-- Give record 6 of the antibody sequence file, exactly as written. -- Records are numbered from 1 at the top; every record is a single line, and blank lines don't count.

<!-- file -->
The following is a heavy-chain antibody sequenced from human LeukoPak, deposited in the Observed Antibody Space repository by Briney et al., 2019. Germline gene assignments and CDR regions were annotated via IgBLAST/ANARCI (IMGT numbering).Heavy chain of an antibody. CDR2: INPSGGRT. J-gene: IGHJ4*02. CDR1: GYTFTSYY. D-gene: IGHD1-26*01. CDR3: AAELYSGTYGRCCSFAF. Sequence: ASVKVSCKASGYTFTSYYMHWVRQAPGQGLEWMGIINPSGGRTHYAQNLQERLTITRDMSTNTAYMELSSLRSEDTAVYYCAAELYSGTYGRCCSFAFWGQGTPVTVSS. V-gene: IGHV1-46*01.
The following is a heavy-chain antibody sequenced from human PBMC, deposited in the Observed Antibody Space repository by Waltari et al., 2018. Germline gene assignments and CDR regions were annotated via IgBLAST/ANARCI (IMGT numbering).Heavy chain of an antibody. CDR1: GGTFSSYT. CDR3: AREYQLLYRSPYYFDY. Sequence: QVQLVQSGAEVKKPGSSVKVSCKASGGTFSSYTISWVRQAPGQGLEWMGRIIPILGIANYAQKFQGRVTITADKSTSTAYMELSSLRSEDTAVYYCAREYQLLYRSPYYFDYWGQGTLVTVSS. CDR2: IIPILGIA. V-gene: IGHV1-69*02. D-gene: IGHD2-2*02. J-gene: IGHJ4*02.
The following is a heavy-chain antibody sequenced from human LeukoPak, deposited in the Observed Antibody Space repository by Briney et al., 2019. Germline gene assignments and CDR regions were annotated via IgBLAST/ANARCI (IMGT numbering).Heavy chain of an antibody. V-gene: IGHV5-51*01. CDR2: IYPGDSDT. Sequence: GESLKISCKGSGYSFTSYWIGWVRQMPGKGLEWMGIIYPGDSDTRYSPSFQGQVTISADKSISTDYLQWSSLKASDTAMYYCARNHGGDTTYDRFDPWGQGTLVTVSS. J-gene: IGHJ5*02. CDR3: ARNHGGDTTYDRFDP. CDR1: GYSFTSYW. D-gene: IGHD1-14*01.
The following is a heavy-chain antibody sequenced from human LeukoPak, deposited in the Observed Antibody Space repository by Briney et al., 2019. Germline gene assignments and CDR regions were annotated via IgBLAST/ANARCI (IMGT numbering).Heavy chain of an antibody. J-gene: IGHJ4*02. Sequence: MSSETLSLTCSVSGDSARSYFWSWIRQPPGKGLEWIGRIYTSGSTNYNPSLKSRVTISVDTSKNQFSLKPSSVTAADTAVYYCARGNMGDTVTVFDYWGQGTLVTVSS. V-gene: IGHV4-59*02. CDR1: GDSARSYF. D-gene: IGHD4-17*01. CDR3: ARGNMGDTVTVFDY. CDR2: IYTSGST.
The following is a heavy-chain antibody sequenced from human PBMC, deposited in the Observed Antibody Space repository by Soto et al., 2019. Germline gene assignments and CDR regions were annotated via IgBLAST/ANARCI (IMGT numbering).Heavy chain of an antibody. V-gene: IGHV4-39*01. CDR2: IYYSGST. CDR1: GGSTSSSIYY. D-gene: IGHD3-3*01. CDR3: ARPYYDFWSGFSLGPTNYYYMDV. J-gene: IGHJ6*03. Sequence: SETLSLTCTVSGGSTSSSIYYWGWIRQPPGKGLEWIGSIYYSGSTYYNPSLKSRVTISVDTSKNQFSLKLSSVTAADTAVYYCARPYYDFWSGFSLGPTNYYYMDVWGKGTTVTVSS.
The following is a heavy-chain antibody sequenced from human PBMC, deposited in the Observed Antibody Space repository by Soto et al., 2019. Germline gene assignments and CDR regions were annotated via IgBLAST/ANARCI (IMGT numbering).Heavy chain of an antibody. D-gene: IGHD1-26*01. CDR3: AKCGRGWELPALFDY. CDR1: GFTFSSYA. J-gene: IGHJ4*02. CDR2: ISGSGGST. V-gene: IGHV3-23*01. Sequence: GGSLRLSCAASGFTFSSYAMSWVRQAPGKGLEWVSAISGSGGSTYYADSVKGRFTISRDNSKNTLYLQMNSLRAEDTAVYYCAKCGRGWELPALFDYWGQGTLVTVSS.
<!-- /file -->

The following is a heavy-chain antibody sequenced from human PBMC, deposited in the Observed Antibody Space repository by Soto et al., 2019. Germline gene assignments and CDR regions were annotated via IgBLAST/ANARCI (IMGT numbering).Heavy chain of an antibody. D-gene: IGHD1-26*01. CDR3: AKCGRGWELPALFDY. CDR1: GFTFSSYA. J-gene: IGHJ4*02. CDR2: ISGSGGST. V-gene: IGHV3-23*01. Sequence: GGSLRLSCAASGFTFSSYAMSWVRQAPGKGLEWVSAISGSGGSTYYADSVKGRFTISRDNSKNTLYLQMNSLRAEDTAVYYCAKCGRGWELPALFDYWGQGTLVTVSS.